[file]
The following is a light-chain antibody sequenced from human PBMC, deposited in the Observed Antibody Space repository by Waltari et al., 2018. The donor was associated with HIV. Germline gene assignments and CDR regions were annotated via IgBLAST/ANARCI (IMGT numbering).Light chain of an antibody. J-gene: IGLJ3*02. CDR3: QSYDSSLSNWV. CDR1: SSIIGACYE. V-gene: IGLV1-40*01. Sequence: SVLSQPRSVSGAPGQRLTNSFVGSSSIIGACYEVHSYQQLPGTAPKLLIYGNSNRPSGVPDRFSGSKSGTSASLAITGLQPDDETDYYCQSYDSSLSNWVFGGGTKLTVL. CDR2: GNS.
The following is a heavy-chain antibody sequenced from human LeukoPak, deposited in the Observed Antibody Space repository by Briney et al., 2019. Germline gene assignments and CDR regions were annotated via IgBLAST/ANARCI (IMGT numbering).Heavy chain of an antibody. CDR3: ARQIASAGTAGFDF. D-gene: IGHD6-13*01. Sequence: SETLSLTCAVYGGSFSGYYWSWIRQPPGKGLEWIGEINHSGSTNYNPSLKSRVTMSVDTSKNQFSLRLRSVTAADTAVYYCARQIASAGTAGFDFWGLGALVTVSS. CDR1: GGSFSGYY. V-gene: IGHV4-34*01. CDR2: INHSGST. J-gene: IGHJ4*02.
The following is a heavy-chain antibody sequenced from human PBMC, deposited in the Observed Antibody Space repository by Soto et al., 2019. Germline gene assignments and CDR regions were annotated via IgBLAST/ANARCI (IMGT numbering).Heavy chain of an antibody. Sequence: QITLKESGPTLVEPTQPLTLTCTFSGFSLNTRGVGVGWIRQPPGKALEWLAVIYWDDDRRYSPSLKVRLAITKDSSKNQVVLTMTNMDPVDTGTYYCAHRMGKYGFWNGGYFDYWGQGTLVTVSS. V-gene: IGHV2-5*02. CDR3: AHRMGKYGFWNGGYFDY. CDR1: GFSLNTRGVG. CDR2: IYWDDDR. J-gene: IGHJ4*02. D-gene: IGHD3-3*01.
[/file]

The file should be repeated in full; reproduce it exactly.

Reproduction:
The following is a light-chain antibody sequenced from human PBMC, deposited in the Observed Antibody Space repository by Waltari et al., 2018. The donor was associated with HIV. Germline gene assignments and CDR regions were annotated via IgBLAST/ANARCI (IMGT numbering).Light chain of an antibody. J-gene: IGLJ3*02. CDR3: QSYDSSLSNWV. CDR1: SSIIGACYE. V-gene: IGLV1-40*01. Sequence: SVLSQPRSVSGAPGQRLTNSFVGSSSIIGACYEVHSYQQLPGTAPKLLIYGNSNRPSGVPDRFSGSKSGTSASLAITGLQPDDETDYYCQSYDSSLSNWVFGGGTKLTVL. CDR2: GNS.
The following is a heavy-chain antibody sequenced from human LeukoPak, deposited in the Observed Antibody Space repository by Briney et al., 2019. Germline gene assignments and CDR regions were annotated via IgBLAST/ANARCI (IMGT numbering).Heavy chain of an antibody. CDR3: ARQIASAGTAGFDF. D-gene: IGHD6-13*01. Sequence: SETLSLTCAVYGGSFSGYYWSWIRQPPGKGLEWIGEINHSGSTNYNPSLKSRVTMSVDTSKNQFSLRLRSVTAADTAVYYCARQIASAGTAGFDFWGLGALVTVSS. CDR1: GGSFSGYY. V-gene: IGHV4-34*01. CDR2: INHSGST. J-gene: IGHJ4*02.
The following is a heavy-chain antibody sequenced from human PBMC, deposited in the Observed Antibody Space repository by Soto et al., 2019. Germline gene assignments and CDR regions were annotated via IgBLAST/ANARCI (IMGT numbering).Heavy chain of an antibody. Sequence: QITLKESGPTLVEPTQPLTLTCTFSGFSLNTRGVGVGWIRQPPGKALEWLAVIYWDDDRRYSPSLKVRLAITKDSSKNQVVLTMTNMDPVDTGTYYCAHRMGKYGFWNGGYFDYWGQGTLVTVSS. V-gene: IGHV2-5*02. CDR3: AHRMGKYGFWNGGYFDY. CDR1: GFSLNTRGVG. CDR2: IYWDDDR. J-gene: IGHJ4*02. D-gene: IGHD3-3*01.